Throughout the year, people with citrus trees of any sort may notice some damage to the leaves. Chewing damage, which leaves pieces of the leaf missing, is a common sight. The likely culprit for this type of damage is an insect that is very common in our area, but seems to have multiple personalities!

The adult form of this peculiar creature is the giant swallowtail butterfly, Papilio cresphontes Cramer. A large black-and-yellow butterfly, it is found throughout the country east of the Rocky Mountains, and is present in north Florida most months of the year. Adults spend their days as many other butterflies do, flitting from flower to flower in search of nectar. They are attracted to a wide variety of blossoms, pollinating as they go.

The giant swallowtail butterfly. Photo courtesy of Donald Hall, University of Florida

Females lay tiny round eggs individually on the surface of plant leaves. Though their larvae may eat numerous types of leaves, one of their favorites seems to be those of citrus trees. This means that though the adults may be considered beneficial as pollinators, their caterpillars are often thought of as pests.

Bird poop or caterpillar? The orange dog caterpillar is, in fact, a caterpillar.

Similarly, the beauty of the adult butterfly is quite different than the appearance of their younger selves. The caterpillar of the giant swallowtail, often called the ‘orange dog’ caterpillar, relies on camouflage to keep itself safe. Even with this it displays multiple personalities, so to speak. Larvae of any age may be mistaken as bird droppings on a leaf. Their irregular patches of white and brown make them look like the leavings of a passing avian, which predators are probably likely to pass over. Older caterpillars have another trick up their sleeve, with markings on their head that mimic the head of a snake. Disturb one enough and it may even flash a forked, bright orange protuberance called the osmeterium, which may resemble the tongue of a snake. This gland also emits a musky odor to make the insect even less attractive to potential predators.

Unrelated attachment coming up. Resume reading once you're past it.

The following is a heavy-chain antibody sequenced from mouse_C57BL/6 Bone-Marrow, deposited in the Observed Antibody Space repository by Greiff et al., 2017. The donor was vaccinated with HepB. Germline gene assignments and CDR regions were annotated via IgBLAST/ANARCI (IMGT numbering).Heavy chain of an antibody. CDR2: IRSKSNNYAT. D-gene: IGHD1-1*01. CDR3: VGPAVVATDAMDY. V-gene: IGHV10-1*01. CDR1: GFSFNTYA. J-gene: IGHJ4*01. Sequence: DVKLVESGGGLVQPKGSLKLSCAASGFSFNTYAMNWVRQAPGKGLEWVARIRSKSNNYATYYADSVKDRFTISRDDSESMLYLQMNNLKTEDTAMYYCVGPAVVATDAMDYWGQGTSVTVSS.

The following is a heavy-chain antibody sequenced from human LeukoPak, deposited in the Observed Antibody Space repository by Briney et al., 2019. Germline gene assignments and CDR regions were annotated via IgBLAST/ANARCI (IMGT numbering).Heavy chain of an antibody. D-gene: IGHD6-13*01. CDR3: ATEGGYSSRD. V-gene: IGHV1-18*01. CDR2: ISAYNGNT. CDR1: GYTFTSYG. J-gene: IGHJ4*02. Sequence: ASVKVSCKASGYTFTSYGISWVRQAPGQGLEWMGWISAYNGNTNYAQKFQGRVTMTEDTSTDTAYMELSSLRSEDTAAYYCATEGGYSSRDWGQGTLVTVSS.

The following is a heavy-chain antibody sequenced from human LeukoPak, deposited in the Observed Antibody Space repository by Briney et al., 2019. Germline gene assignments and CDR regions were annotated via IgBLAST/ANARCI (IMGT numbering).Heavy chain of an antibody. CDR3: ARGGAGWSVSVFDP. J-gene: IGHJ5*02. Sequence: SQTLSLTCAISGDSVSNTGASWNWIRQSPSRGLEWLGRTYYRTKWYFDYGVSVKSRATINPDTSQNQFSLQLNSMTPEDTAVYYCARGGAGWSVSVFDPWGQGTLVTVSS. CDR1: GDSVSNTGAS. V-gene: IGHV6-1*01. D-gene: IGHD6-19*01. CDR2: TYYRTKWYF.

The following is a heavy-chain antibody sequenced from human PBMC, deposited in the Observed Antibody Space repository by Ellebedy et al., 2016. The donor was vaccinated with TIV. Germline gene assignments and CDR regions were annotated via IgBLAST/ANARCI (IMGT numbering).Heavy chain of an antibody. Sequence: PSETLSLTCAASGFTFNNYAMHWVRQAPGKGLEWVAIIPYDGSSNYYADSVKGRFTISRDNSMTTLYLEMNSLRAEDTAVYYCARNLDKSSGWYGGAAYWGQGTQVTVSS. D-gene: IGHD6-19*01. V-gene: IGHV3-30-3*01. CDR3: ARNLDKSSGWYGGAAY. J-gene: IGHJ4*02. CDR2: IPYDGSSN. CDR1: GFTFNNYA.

Snake or caterpillar? The osmeterium might look like a snake’s tongue, but don’t be fooled. Photo courtesy of Donald Hall, University of Florida

Whether wearing a beautiful, ugly, or scary face, these insects are here to stay. Thankfully, they don’t often do enough damage to citrus trees for homeowners to worry about. Young trees in danger of being defoliated may need some protection, but an established tree can lose a leaf or three with no issues.

If control is called for, hand-picking the caterpillars is a viable option, as long as the tree is small enough to reach the branches. A product called Bt, short for Bacillus thuringiensis, is another option. Applied to the leaves, this insecticide only affects caterpillars, and shouldn’t harm other pollinators.

For more information, see our EDIS publication: or contact your local Extension office.

Evan Anderson
Latest posts by Evan Anderson (see all)